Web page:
She continued. “I’m so over the game that wants me to think I don’t get to have sovereignty over how I experience life in my body — my sexuality, my intellect, my emotional programming.”

    One of Honeychild’s favorite and most affecting performances is titled “Jezebel.” It is a about plaçage, the antebellum practice of placing African, Indian and white Creole women as consorts or “comfort women” to wealthy white men. Such relationships, most common in New Orleans, often resulted in common-law marriages with men maintaining two families: a legal white one and an extralegal family of color. New Orleans’ infamous quadroon balls, held for white men to meet quarter-black women, were part of plaçage, and the practice helped create the community of gens de couleur or free people of color. While the system often ensured the survival, financial stability and freedom of women of color and their offspring, placées were viewed as inferior to white women and went unrecognized by the dominant society. They also lived in danger of being abandoned by their male protectors.

    In her “Jezebel” performance, Honeychild plays a placée who is helped into fine clothing by a servant. She then slowly peels the clothes off in a dance both sensual and sad, haughty and vulnerable.

    Honeychild is not alone in mining serious issues through her performances. At the turn of the 20th century, four legendary performers of color — Ada Overton Walker, Stella Wiley, Dora Dean and Belle Davis — starred in “Oriental America,” a dazzling performance that simultaneously entertained and mocked the exotification of African American and Asian women, as well as U.S. policies toward the Far East and its black citizenry.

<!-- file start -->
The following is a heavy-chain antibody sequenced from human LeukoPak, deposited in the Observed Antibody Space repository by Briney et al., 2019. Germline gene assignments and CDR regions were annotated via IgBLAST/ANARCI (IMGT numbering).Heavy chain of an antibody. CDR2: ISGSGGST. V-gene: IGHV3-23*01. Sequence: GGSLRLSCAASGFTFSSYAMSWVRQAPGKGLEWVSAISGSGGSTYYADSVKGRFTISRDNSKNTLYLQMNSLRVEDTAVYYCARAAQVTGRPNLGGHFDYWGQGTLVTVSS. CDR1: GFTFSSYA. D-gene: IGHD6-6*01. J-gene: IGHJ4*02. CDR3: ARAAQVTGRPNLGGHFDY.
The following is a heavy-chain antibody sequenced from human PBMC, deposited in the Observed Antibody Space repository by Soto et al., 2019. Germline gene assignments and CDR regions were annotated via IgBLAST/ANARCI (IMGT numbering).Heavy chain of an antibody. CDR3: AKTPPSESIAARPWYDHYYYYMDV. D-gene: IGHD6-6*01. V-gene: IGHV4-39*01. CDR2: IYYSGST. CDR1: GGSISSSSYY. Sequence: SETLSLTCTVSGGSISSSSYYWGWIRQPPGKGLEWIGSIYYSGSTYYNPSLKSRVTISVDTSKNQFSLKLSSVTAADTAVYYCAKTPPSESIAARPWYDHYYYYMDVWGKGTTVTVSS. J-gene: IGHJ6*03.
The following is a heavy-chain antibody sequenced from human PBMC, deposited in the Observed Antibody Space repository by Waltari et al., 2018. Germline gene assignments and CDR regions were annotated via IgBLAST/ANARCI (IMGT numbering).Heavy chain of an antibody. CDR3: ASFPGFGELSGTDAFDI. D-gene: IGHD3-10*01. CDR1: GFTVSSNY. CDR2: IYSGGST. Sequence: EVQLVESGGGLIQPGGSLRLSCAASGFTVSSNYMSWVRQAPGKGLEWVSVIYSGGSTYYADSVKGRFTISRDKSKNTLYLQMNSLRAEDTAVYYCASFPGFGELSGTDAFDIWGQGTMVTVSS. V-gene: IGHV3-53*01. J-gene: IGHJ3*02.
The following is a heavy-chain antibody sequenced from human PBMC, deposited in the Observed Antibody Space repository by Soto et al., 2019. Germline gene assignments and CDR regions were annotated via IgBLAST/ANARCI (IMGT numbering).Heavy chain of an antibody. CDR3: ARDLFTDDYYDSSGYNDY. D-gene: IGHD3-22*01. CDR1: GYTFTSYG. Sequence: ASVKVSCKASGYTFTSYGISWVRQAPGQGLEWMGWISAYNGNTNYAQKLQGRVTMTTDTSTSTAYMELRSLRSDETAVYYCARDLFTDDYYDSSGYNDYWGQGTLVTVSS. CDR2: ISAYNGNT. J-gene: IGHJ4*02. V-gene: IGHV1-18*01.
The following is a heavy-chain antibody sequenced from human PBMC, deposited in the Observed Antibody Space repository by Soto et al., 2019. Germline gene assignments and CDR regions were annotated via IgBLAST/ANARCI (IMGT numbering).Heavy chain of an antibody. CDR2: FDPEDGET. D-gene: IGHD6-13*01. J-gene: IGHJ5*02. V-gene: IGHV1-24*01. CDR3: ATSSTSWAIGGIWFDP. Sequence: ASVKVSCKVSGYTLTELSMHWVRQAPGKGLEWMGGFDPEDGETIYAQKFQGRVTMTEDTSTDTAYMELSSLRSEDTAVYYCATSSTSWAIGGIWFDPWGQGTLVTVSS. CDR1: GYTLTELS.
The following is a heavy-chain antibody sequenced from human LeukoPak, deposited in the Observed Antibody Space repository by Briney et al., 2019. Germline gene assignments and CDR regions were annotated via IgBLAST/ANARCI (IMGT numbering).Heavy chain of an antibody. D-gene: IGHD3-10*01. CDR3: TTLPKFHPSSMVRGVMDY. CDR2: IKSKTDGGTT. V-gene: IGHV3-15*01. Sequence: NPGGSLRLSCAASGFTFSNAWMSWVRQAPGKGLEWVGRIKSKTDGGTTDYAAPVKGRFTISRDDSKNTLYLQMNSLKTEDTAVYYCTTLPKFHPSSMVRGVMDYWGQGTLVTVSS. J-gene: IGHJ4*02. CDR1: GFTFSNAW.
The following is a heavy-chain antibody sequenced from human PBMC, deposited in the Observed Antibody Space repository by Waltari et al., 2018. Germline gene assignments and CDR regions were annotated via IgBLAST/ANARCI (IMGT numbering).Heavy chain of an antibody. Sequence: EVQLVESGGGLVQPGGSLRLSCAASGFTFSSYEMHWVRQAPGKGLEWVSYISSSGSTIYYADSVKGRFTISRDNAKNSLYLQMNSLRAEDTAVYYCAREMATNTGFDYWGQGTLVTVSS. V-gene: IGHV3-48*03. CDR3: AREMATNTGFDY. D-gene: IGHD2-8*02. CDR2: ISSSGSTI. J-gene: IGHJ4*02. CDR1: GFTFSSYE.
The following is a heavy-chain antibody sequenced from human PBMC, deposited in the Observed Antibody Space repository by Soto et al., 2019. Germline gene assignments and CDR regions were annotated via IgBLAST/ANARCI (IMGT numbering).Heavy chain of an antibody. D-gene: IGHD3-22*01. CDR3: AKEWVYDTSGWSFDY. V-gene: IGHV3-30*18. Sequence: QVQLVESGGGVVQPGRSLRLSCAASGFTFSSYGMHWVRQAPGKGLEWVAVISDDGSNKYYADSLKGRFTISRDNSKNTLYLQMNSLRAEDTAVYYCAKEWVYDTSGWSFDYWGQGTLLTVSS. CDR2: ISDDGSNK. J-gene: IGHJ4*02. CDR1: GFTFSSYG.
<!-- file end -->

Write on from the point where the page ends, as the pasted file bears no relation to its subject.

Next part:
Modern black burlesquers have carried on this tradition. Essence Revealed has explored depression through burlesque; a group called Juicy D. Light has performed a provocative piece about Aunt Jemima, the embodiment of the Mammy stereotype of black women as asexual caretakers. jazabel jade, a Brown Girls Burlesque member whose name is lowercased in homage to the feminist theorist bell hooks, discovered burlesque at a show devoted to history-making black women. She has explored domestic violence in a performance called “Man Down,” which she performs to a Rihanna song by the same name.

    According to journalist Andrea Plaid, whose burlesque name is A. Duskie Magdalene, these performances don’t intervene or interrupt the system in the same way that street protests do, for instance. But burlesque — especially the kind performed by Brown Girls Burlesque and other artists of color — has a more subtle effect: It changes and challenges the dominant culture, an education process that often has to happen before action in the street can occur.

    Many of these performers have witnessed how their art moves audiences. Once, after performing “Jezebel” in a small Pennsylvania town, Honeychild was approached by a man who asked its meaning. Surprised to learn of the complicated tangle of history, race, gender and power explored in the piece, the man said that even without knowing about plaçage the performance made him sad.

    “Even though I’m working to portray a historical story,” Honeychild said, “if I can transcend my intended storyline and reach qualities that register with people on a core level, I’m being successful in my work.”

    These performances are sustaining conversations about structural injustice in unexpected places. But Essense Revealed said, “Sometimes I just want to be on stage in a pretty outfit and dance sexily out of it.” As with the stars of “Oriental America” and the British Blondes, social revolutions come not only in the commentary but also simply in the pleasure of the performance itself. In a social climate in which women’s bodies are on display for the male gaze, in which female sexuality is shamed and reproductive rights are under attack, in which the humanity and femininity of black women is continuously in question, simply to be a black woman in burlesque — naked, defiant, proud, happy and comfortable in her skin — is incendiary.

    As jazabel jade said, quoting the words of former burlesque instructor Victoria Libertore, “There is nothing more dangerous than a naked woman talking.”